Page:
Hello Michelle, great question I would tell you different universities have partnerships with companies through alumni networks. One thing that you can definitely take a look at is different networking platforms like Handshake and Ripple Match to connect you to recruiters who are actively searching for candidates with your major. Do you research on certifications and different groups on campus that you can leverage to get you some more exposure to companies as well.
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Hector’s Answer

Generally, it's becoming less and less important.

However, for companies as specific as Boeing or Nasa JPL - I would try to connect with current employees or alumni of these organizations. Or their college recruiting departments.
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Christopher’s Answer

Hi Michelle,

Education is very important however many employers are more focused on you having an education and the program you took and how it is relevant to the job.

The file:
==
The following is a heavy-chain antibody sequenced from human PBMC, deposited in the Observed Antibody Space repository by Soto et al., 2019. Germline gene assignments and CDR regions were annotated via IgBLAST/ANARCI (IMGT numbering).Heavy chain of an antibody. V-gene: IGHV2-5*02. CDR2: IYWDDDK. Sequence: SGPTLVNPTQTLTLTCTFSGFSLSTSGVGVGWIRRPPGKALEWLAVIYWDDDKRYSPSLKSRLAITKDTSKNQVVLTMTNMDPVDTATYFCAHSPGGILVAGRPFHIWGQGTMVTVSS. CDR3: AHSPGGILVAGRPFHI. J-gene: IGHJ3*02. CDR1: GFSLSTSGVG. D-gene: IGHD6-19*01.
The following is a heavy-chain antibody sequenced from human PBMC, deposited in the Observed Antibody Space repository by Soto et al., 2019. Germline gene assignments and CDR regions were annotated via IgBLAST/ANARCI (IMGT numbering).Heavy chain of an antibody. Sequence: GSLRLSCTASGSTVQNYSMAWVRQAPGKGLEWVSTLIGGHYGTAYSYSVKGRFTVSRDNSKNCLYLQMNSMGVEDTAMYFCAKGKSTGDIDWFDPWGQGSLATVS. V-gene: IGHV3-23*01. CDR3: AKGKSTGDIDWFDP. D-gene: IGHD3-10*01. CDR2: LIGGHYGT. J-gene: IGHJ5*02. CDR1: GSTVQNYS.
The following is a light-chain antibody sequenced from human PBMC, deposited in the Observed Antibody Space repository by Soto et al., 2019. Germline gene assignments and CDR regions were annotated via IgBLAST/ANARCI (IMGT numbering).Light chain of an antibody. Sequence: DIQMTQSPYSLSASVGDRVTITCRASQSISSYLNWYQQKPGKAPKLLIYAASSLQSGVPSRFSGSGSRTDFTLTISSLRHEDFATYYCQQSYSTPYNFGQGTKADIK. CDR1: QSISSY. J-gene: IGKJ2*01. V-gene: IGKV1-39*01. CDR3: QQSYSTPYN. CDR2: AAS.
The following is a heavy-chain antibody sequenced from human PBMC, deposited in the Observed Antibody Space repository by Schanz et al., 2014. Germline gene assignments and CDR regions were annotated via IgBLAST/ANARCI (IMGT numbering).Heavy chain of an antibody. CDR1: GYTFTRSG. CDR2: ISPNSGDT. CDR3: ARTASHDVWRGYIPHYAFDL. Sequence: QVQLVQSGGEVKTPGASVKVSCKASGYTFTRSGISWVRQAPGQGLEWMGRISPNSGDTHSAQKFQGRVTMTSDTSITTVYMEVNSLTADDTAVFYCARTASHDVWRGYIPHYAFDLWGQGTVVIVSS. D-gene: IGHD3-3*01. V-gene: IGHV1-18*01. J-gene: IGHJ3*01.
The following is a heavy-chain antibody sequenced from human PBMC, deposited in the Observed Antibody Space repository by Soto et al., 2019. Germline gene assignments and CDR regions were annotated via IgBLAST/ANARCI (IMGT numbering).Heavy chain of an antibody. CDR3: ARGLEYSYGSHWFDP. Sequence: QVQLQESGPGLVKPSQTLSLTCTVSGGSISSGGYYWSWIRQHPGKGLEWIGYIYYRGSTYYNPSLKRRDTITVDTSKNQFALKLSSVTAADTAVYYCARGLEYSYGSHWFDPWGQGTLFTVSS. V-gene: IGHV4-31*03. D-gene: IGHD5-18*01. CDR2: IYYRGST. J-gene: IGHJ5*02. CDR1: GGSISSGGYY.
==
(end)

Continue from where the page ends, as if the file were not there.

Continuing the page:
This kind of experience can come from all kinds of schools. You could go to a top ranked school for Biology but if you are applying for a finance job at a large bank with no experience, it won't help.

Hope this helps
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Roman’s Answer

Hi Michelle,

Great Question! I graduated with a degree in Mechanical Engineering several years ago, and although I am not currently working in the field, I can provide some info based on my own educational experience as well as info on engineering recruiting from my previous classmates.

Additionally, I transferred a year into my bachelor's degree, so I have a bit of experience at two programs with different perceived calibers. (Virginia Tech and Virginia Commonwealth University).

The connections and programs your school has with specific employers will be important, as will your gpa regardless of the program you attend.

Look for a school that has a track record of sending interns or co-ops to one of the companies that you're interested in.